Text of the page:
School vandalism bill 'tops £1m' in Scotland
More than £1m was spent by councils on repairing vandalism at schools in the past year, according to figures obtained by the Scottish Conservatives.
Following a Freedom of Information request, the party said about £20,000 was being spent to address the problem every week.
The council with the highest bill was Dundee, with £173,744.
Aberdeen spent £150,769 tackling the problem, while Edinburgh paid out £36,635.
The Conservatives said a number of councils did not respond to the request, including Glasgow, Argyll and Bute, East Dunbartonshire, Moray, Perth and Kinross, West Dunbartonshire and West Lothian.
Western Isles Council said it spent no money at all on repairing school vandalism.
Mary Scanlon MSP, the Scottish Conservatives' education spokeswoman, said: "Every penny spent on sorting out damage to school buildings is money that could be focused on children's education.
"It's alarming that such a considerable sum is being spent addressing vandalism in Scotland's schools.
"These irresponsible acts cause distress to communities and inconvenience to staff and pupils.
"Much tougher action is required to punish the offenders and ensure they have to pay back the costs they impose on society. Stronger action would also help deter others considering acts like this."
|Council||Money spent on repairing school vandalism in 2013/14|
|Argyll & Bute||n/a|
|Dumfries & Galloway||£21,562.04|
|Eilean Siar (Western Isles)||None|
|Perth & Kinross||n/a|
Source - Scottish Conservative Party
In response to the findings, a Dundee City Council spokesman said: "The council has been working hard to apply risk management measures to reduce the impact and cost of vandalism on its buildings.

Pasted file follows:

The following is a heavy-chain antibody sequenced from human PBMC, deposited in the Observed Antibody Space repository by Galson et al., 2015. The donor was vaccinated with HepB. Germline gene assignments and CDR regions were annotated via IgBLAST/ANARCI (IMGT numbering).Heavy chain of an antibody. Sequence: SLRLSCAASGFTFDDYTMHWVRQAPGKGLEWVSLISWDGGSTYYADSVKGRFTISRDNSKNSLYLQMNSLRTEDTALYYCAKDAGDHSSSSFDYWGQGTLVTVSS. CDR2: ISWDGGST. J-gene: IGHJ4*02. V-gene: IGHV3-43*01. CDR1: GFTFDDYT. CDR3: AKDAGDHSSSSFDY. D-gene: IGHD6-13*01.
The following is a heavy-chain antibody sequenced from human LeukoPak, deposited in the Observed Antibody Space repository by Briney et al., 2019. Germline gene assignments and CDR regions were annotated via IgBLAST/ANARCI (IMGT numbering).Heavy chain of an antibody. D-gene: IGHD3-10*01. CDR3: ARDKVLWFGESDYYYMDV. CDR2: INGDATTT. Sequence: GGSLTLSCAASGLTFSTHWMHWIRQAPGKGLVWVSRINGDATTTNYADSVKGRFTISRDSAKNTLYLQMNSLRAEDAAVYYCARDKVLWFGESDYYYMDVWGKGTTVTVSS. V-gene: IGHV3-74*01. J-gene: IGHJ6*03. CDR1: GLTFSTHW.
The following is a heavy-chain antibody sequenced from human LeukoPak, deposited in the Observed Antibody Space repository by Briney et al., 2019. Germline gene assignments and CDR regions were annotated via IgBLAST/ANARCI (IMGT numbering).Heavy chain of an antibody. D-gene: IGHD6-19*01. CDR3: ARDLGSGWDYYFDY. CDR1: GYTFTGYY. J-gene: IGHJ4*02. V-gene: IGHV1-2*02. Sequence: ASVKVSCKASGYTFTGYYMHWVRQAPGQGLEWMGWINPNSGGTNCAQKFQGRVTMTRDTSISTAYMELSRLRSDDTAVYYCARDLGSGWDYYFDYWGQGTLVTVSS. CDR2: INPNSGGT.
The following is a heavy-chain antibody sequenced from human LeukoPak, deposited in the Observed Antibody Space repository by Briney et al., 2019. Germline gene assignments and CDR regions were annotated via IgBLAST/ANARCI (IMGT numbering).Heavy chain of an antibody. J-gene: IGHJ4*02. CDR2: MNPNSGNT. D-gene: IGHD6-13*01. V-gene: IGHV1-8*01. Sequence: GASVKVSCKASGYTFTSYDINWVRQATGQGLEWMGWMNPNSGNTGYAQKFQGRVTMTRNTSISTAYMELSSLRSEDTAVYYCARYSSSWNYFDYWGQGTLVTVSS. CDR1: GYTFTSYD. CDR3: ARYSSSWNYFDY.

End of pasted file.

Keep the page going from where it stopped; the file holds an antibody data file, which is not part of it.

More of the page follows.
"New school buildings meet secured by design standards and we have carried out a rolling programme of improvements on older buildings. The council also works in partnership with Police Scotland in anti-vandalism education efforts with young people."
Fife Council's service manager, Louise Playford, said: "We take the issue of vandalism in our schools very seriously as it can cause real disruption in our school communities.
"Over the past few years we have improved security measures at a number of our schools with more CCTV cameras being installed and other systems being improved.
"Whilst we recognise that these costs are still significant, they have been reducing over recent years and we will continue to work with local police to try and prevent incidents where possible."
A Scottish government spokesman said: "The overwhelming majority of pupils in Scotland's schools are generally well-behaved.
"However, any vandalism inflicted on schools is totally unacceptable and we continue to work with schools, local authorities and through curriculum programmes to reduce instances of bad behaviour at school even further."